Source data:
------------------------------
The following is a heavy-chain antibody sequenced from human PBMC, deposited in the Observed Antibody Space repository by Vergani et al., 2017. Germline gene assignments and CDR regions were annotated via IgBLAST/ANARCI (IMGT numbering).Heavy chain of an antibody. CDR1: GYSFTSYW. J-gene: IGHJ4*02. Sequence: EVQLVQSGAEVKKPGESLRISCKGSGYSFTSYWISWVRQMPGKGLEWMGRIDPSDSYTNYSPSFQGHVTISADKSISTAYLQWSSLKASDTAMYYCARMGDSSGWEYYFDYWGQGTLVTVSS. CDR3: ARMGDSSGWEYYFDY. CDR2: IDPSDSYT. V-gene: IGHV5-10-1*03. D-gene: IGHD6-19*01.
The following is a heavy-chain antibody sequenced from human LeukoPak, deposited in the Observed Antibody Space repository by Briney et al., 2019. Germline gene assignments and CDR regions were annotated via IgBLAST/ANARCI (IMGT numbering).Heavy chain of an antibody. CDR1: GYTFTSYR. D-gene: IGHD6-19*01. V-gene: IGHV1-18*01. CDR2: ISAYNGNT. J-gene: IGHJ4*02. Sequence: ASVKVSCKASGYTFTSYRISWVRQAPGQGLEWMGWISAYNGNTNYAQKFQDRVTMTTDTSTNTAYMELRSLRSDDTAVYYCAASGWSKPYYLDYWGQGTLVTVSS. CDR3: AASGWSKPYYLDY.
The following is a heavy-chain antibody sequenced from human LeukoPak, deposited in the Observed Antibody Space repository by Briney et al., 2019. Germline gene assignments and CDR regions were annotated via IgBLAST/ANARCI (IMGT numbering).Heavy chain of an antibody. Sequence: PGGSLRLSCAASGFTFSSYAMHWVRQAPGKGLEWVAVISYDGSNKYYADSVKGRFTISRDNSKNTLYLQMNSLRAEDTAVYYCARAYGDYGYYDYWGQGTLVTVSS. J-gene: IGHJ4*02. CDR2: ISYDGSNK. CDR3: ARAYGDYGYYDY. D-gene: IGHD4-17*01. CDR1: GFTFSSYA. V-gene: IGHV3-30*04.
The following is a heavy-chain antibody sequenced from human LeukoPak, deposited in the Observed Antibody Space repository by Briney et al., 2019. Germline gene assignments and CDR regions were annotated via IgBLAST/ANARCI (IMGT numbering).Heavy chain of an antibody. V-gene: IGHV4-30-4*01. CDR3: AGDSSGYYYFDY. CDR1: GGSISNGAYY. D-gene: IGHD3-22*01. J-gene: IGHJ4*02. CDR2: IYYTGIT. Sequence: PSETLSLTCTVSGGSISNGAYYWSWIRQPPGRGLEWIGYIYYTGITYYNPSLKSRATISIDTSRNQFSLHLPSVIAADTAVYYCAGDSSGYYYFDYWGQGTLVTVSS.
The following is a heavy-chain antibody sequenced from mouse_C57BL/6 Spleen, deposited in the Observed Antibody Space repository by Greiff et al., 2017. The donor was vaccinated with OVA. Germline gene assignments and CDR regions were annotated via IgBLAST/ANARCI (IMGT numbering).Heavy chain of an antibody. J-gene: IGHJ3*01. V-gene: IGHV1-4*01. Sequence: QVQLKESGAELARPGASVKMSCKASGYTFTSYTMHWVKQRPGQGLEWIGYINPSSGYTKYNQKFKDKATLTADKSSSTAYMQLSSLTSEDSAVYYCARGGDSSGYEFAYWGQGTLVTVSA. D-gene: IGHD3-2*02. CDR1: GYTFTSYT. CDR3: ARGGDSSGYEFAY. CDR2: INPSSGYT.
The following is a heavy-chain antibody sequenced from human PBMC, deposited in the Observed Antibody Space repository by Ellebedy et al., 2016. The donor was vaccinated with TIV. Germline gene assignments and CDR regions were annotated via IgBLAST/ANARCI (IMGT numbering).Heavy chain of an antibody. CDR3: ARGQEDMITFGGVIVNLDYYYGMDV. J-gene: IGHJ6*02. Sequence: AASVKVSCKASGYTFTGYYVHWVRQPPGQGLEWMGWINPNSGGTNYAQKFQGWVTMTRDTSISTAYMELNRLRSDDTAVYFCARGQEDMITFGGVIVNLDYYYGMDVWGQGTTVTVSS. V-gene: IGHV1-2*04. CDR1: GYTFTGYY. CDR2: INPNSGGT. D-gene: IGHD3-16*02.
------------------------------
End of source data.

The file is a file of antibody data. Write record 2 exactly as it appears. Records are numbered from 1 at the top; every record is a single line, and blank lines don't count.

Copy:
The following is a heavy-chain antibody sequenced from human LeukoPak, deposited in the Observed Antibody Space repository by Briney et al., 2019. Germline gene assignments and CDR regions were annotated via IgBLAST/ANARCI (IMGT numbering).Heavy chain of an antibody. CDR1: GYTFTSYR. D-gene: IGHD6-19*01. V-gene: IGHV1-18*01. CDR2: ISAYNGNT. J-gene: IGHJ4*02. Sequence: ASVKVSCKASGYTFTSYRISWVRQAPGQGLEWMGWISAYNGNTNYAQKFQDRVTMTTDTSTNTAYMELRSLRSDDTAVYYCAASGWSKPYYLDYWGQGTLVTVSS. CDR3: AASGWSKPYYLDY.